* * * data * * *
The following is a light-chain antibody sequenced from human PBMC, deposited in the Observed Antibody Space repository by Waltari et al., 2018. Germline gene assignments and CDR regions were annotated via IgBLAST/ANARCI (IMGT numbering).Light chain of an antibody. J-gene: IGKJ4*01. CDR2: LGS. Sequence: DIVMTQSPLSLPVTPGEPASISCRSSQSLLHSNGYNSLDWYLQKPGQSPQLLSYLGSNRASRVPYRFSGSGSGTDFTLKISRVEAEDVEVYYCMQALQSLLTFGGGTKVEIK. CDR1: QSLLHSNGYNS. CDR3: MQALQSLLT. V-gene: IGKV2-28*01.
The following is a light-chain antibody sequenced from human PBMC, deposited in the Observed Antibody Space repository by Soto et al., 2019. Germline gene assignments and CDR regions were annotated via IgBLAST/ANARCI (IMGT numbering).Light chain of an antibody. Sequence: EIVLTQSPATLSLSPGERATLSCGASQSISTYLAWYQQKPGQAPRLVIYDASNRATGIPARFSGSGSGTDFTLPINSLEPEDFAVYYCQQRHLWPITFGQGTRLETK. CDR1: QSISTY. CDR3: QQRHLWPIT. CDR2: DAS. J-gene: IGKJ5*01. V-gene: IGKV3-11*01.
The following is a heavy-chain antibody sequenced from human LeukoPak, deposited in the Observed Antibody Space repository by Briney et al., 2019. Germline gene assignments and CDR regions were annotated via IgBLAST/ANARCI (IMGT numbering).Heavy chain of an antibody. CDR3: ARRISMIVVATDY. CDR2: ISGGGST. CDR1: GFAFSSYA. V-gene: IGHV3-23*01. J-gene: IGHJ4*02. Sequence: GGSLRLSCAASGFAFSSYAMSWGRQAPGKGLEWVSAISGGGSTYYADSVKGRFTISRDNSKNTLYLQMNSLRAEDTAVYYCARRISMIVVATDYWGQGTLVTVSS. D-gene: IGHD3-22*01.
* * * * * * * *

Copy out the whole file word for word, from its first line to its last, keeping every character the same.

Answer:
The following is a light-chain antibody sequenced from human PBMC, deposited in the Observed Antibody Space repository by Waltari et al., 2018. Germline gene assignments and CDR regions were annotated via IgBLAST/ANARCI (IMGT numbering).Light chain of an antibody. J-gene: IGKJ4*01. CDR2: LGS. Sequence: DIVMTQSPLSLPVTPGEPASISCRSSQSLLHSNGYNSLDWYLQKPGQSPQLLSYLGSNRASRVPYRFSGSGSGTDFTLKISRVEAEDVEVYYCMQALQSLLTFGGGTKVEIK. CDR1: QSLLHSNGYNS. CDR3: MQALQSLLT. V-gene: IGKV2-28*01.
The following is a light-chain antibody sequenced from human PBMC, deposited in the Observed Antibody Space repository by Soto et al., 2019. Germline gene assignments and CDR regions were annotated via IgBLAST/ANARCI (IMGT numbering).Light chain of an antibody. Sequence: EIVLTQSPATLSLSPGERATLSCGASQSISTYLAWYQQKPGQAPRLVIYDASNRATGIPARFSGSGSGTDFTLPINSLEPEDFAVYYCQQRHLWPITFGQGTRLETK. CDR1: QSISTY. CDR3: QQRHLWPIT. CDR2: DAS. J-gene: IGKJ5*01. V-gene: IGKV3-11*01.
The following is a heavy-chain antibody sequenced from human LeukoPak, deposited in the Observed Antibody Space repository by Briney et al., 2019. Germline gene assignments and CDR regions were annotated via IgBLAST/ANARCI (IMGT numbering).Heavy chain of an antibody. CDR3: ARRISMIVVATDY. CDR2: ISGGGST. CDR1: GFAFSSYA. V-gene: IGHV3-23*01. J-gene: IGHJ4*02. Sequence: GGSLRLSCAASGFAFSSYAMSWGRQAPGKGLEWVSAISGGGSTYYADSVKGRFTISRDNSKNTLYLQMNSLRAEDTAVYYCARRISMIVVATDYWGQGTLVTVSS. D-gene: IGHD3-22*01.